Term to 100

So the insurance industry said ‘you got a problem with cash values? Fine, no more cash values.’ And in the early 90’s or so they took whole life insurance and stripped out the cash values. Doing so let them lower the premiums and gave us our second kind of permanent insurance. This product is called Term to 100 and is quite simply level premiums for life, nothing else. No cash values, no bells and whistles.

Universal Life Insurance

After Term to 100 was launched it took off like a rocket. It was inexpensive, easy to understand, and an all around great product. But it doesn’t offer any opportunity to discuss investments‚ and the life insurance industry loves to talk about investments.

Enter Universal Life. Basically what the companies did was take a Term to 100 insurance cost and tack on an investment account onto the side of it. And unlike whole life insurance in this case it’s a real honest to goodness investment.

Let’s say your universal life insurance premiums are $100, level for life. If you pay the insurance company $100, the insurance company uses that to pay the insurance costs, and your policy remains in force. Your investments? You didn’t put any money into it so your balance is $0. However with Universal Life Insurance you could modify your premiums to pay $150 per month. The first $100 goes to cover your life insurance costs, the extra $50 gets deposited into your investments where it grows and earns interest……or like in 2008, crashes and burns by -40% like everyone else’s investments. But you don’t have to put any money into the investments, you can just pay the minimum level premiums.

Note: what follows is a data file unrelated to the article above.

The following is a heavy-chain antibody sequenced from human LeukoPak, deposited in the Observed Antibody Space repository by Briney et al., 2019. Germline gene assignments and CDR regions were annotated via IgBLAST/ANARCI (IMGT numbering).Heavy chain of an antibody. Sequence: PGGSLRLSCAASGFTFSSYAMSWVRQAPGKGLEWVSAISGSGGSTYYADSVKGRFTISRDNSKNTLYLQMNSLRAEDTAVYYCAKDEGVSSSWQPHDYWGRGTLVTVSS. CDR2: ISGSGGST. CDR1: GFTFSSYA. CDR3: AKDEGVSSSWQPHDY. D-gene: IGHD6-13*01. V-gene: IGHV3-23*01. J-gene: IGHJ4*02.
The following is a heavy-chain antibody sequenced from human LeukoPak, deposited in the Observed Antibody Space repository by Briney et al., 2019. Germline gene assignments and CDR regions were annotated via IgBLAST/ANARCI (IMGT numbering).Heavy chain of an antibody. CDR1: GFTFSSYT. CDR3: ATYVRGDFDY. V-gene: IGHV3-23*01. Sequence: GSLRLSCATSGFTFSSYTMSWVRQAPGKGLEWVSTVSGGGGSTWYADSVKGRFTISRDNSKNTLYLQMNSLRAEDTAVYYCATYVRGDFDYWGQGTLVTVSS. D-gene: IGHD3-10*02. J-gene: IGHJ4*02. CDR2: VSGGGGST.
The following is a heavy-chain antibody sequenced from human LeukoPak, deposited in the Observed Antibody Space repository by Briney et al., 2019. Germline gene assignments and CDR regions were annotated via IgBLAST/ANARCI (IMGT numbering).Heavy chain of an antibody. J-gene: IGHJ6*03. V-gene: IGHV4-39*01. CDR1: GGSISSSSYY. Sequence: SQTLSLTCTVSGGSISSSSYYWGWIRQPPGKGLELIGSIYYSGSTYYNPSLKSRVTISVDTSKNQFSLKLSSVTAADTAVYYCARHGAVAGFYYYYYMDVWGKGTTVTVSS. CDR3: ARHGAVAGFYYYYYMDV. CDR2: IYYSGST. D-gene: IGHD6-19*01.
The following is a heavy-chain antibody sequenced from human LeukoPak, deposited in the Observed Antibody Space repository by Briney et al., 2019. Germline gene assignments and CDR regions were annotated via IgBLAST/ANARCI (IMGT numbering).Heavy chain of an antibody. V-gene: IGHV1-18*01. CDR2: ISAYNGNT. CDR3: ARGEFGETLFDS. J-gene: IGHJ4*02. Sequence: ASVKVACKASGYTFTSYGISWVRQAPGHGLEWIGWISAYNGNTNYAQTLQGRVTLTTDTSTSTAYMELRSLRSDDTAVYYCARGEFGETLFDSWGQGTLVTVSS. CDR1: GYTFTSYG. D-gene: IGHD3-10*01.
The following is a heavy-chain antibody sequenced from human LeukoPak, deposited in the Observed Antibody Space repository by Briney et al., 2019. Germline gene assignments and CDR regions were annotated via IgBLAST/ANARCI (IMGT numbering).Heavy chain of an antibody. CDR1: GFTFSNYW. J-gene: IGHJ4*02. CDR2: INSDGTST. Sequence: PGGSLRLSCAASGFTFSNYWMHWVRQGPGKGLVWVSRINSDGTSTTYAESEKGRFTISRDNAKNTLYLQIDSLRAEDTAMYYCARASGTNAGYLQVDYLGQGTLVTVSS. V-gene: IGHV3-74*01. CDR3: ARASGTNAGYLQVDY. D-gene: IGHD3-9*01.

Be very careful with Universal Life. It’s a great product if used correctly, however some companies offer an insurance cost that is annually increasing instead of level for life. That means that you’ll get cheaper rates now, but extremely expensive premiums later. This increase is sometimes masked by using future investment return to pay for those expensive premiums but as we noted above, those investment returns are not guaranteed . In the future when the investments crash you may find there’s not enough money in the investments to pay those high premiums.

Summary of types of life insurance

Now lets summarize. We have different kinds of term insurance‚ 5,10,20,30 and so on. And we have 3 kinds of permanent insurance; whole life insurance, term to 100, and universal life.

What’s the best type?

Now that we’re up to speed on all our options, the answer is deceptively easy. We should buy insurance for as long as we need it. If we need insurance for 10 years the least expensive type over 10 years will be 10 year term. If we need insurance for 20 years, 20 year term is going to level our premiums out over that 20 year period and be the least expensive over 20 years. If we want life insurance for the rest of our lives and don’t plan on cancelling it in the future, then over the long term one of the three types of permanent insurance will be the way to go.

Now let’s look at the example from last time; Mom and Dad in their 30’s, two young kids. How long are they likely to want insurance? Remember we were buying this to replace our paycheque. Now, our paycheque doesn’t last forever‚ eventually we retire. So do we need paycheque insurance past that point? Probably not‚ and by extension we don’t need life insurance past then either. We’re young now with a large need, kids,mortgages and bills. When we’re older the mortgage is gone, the kids are moved out and on their own, so we no longer have a need for that $750,000 we saw last time. Add all that up and what Mom and Dad would be looking at is either 20 year term or 30 year term.